Mirror ram

This is a discussion on Mirror ram within the C++ Programming forums, part of the General Programming Boards category; I just thought of something interesting, but perhaps impossible unless I make my own wrappers around ram. But the question ...

  1. #1
    C++まいる!Cをこわせ! Elysia's Avatar
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    Mirror ram

    I just thought of something interesting, but perhaps impossible unless I make my own wrappers around ram.
    But the question is - is it possible to make an address in the virtual ram to mirror another space?
    For example, let's say I've allocated some memory at 0xB000000 and I want all reads and writes to 0xA000000 to be redirected to 0xB000000 in the virtual memory. Question - is it possible without writing your own memory wrappers to do such things?

    I find it an interesting prospect, one which I might experiment with, but I'm uncertain if it has any practical use, though I have one thing in mind.

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    and the hat of wrongness Salem's Avatar
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    Well any answer is going to be heavily dependent on your OS.
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    C++まいる!Cをこわせ! Elysia's Avatar
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    Well, this targets Windows (XP/Vista).

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    I'm not sure if there is any way to make the OS do that for you, but certainly it's possible to "alias" the same physical memory range to multiple virtual addresses.

    Aside from mapping the same region of memory to share it between multiple processes [each which may have it's own address], I don't really see what the point is. If you have a block of memory, then you have a block of memory, and the fact that a particular address in that memory is unique [within a given process] is a very good thing, in my mind - you can for example compare two pointers and see if they point at the same object. Having multiple addresses that are actually the same physical address is just a pain.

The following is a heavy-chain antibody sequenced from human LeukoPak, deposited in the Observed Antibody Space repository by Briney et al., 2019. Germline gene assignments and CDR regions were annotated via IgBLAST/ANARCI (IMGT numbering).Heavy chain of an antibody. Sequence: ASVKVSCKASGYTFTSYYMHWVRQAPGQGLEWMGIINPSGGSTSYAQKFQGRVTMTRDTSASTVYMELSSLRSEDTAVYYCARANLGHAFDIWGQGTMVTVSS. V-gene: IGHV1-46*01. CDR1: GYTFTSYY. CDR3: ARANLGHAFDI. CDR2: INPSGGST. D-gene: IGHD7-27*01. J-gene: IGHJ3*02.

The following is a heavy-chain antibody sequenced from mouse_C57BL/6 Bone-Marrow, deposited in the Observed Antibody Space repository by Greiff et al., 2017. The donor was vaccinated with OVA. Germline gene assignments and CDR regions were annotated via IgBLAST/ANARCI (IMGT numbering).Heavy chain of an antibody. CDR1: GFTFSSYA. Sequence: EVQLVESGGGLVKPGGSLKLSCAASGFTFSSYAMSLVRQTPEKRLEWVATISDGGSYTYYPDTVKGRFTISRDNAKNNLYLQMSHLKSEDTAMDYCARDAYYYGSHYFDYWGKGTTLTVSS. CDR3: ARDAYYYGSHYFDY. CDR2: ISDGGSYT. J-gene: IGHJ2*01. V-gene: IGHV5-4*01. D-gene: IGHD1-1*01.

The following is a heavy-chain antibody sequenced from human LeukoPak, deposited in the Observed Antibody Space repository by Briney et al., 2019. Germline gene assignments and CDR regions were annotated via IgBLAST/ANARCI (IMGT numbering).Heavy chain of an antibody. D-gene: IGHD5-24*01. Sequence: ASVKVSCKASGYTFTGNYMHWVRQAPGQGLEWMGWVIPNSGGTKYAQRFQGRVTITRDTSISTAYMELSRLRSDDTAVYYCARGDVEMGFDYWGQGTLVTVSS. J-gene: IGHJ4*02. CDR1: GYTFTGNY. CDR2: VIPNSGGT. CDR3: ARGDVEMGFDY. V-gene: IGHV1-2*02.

Actually, in the 16-bit x86 days, it was possible to have a pointer to the same object formed in different ways, because the segment address and the offset can be formed in 4096 different ways. So if you wanted to make sure that two pointers are equal, you'd have to "normalize" both of them before comparing, otherwise they could point to the same thing without having the same value.

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    C++まいる!Cをこわせ! Elysia's Avatar
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    I got the idea when thinking of arrays.
    For example, when you want to expand the array, you could allocate a new snippet of memory and assign it the virtual address just beyond the range of the first array. The new snippet of memory would of course get a new virtual address, in which I thought, how about mirroring the virtual address?
    Of course, I could just mirror a virtual address to the same physical memory too.

    Which makes me wonder... even if you allocate, say, 100 bytes of memory which is placed contigous in virtual memory, will it also gaurantee to be placed contigous in physical memory?

    Code:
    char* my_array = new char[100];
    // Code goes here
    // ...
    my_array[99] = 'H';
    // End of array, need to expand.
    char* my_array2 = new char[100];
    my_array[100] = 'e'; // my_array + 100 should be pointing to my_array2[0] here.

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    and the hat of wrongness Salem's Avatar
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    > will it also gaurantee to be placed contigous in physical memory?
    If it's all in the same page, yes.